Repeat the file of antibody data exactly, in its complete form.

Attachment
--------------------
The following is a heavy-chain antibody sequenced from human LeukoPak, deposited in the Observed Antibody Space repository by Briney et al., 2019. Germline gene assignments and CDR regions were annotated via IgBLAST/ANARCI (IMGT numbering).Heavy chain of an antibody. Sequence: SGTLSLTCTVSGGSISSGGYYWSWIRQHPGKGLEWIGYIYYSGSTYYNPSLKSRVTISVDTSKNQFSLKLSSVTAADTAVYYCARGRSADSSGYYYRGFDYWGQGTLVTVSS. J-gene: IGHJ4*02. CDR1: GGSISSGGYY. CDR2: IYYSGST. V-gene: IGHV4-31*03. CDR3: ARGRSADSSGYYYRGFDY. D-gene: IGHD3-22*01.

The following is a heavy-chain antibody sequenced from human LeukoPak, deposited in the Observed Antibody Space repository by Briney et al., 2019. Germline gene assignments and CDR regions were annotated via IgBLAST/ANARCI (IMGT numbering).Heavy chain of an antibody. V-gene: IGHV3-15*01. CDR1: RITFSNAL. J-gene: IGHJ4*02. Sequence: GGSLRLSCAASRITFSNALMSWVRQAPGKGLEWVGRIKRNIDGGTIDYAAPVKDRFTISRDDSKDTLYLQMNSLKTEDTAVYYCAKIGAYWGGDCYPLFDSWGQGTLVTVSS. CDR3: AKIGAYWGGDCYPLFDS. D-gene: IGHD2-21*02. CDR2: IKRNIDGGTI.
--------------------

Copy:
The following is a heavy-chain antibody sequenced from human LeukoPak, deposited in the Observed Antibody Space repository by Briney et al., 2019. Germline gene assignments and CDR regions were annotated via IgBLAST/ANARCI (IMGT numbering).Heavy chain of an antibody. Sequence: SGTLSLTCTVSGGSISSGGYYWSWIRQHPGKGLEWIGYIYYSGSTYYNPSLKSRVTISVDTSKNQFSLKLSSVTAADTAVYYCARGRSADSSGYYYRGFDYWGQGTLVTVSS. J-gene: IGHJ4*02. CDR1: GGSISSGGYY. CDR2: IYYSGST. V-gene: IGHV4-31*03. CDR3: ARGRSADSSGYYYRGFDY. D-gene: IGHD3-22*01.

The following is a heavy-chain antibody sequenced from human LeukoPak, deposited in the Observed Antibody Space repository by Briney et al., 2019. Germline gene assignments and CDR regions were annotated via IgBLAST/ANARCI (IMGT numbering).Heavy chain of an antibody. V-gene: IGHV3-15*01. CDR1: RITFSNAL. J-gene: IGHJ4*02. Sequence: GGSLRLSCAASRITFSNALMSWVRQAPGKGLEWVGRIKRNIDGGTIDYAAPVKDRFTISRDDSKDTLYLQMNSLKTEDTAVYYCAKIGAYWGGDCYPLFDSWGQGTLVTVSS. CDR3: AKIGAYWGGDCYPLFDS. D-gene: IGHD2-21*02. CDR2: IKRNIDGGTI.